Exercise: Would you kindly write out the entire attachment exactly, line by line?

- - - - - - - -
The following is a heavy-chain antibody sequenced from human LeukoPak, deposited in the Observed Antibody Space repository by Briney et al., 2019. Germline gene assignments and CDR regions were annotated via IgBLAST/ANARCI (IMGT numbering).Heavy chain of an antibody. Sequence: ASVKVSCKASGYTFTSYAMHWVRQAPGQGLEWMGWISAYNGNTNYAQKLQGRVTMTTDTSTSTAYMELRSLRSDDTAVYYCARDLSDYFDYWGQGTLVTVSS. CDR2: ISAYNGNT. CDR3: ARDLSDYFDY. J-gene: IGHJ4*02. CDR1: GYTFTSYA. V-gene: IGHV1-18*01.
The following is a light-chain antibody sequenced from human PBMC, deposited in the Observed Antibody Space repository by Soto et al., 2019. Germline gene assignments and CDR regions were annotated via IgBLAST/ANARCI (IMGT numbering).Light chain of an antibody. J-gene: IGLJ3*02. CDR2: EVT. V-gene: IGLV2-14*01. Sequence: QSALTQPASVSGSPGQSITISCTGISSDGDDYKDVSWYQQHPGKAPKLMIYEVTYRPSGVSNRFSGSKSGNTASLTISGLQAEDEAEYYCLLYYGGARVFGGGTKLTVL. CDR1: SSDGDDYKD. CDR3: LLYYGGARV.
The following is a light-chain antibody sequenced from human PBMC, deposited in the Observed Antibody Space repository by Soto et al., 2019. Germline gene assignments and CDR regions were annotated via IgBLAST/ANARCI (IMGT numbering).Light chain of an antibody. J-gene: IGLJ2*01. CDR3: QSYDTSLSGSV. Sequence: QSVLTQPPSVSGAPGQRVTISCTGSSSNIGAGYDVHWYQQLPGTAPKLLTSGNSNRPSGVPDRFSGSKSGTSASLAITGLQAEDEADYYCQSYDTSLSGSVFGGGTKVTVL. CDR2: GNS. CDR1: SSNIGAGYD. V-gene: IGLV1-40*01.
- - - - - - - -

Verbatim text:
The following is a heavy-chain antibody sequenced from human LeukoPak, deposited in the Observed Antibody Space repository by Briney et al., 2019. Germline gene assignments and CDR regions were annotated via IgBLAST/ANARCI (IMGT numbering).Heavy chain of an antibody. Sequence: ASVKVSCKASGYTFTSYAMHWVRQAPGQGLEWMGWISAYNGNTNYAQKLQGRVTMTTDTSTSTAYMELRSLRSDDTAVYYCARDLSDYFDYWGQGTLVTVSS. CDR2: ISAYNGNT. CDR3: ARDLSDYFDY. J-gene: IGHJ4*02. CDR1: GYTFTSYA. V-gene: IGHV1-18*01.
The following is a light-chain antibody sequenced from human PBMC, deposited in the Observed Antibody Space repository by Soto et al., 2019. Germline gene assignments and CDR regions were annotated via IgBLAST/ANARCI (IMGT numbering).Light chain of an antibody. J-gene: IGLJ3*02. CDR2: EVT. V-gene: IGLV2-14*01. Sequence: QSALTQPASVSGSPGQSITISCTGISSDGDDYKDVSWYQQHPGKAPKLMIYEVTYRPSGVSNRFSGSKSGNTASLTISGLQAEDEAEYYCLLYYGGARVFGGGTKLTVL. CDR1: SSDGDDYKD. CDR3: LLYYGGARV.
The following is a light-chain antibody sequenced from human PBMC, deposited in the Observed Antibody Space repository by Soto et al., 2019. Germline gene assignments and CDR regions were annotated via IgBLAST/ANARCI (IMGT numbering).Light chain of an antibody. J-gene: IGLJ2*01. CDR3: QSYDTSLSGSV. Sequence: QSVLTQPPSVSGAPGQRVTISCTGSSSNIGAGYDVHWYQQLPGTAPKLLTSGNSNRPSGVPDRFSGSKSGTSASLAITGLQAEDEADYYCQSYDTSLSGSVFGGGTKVTVL. CDR2: GNS. CDR1: SSNIGAGYD. V-gene: IGLV1-40*01.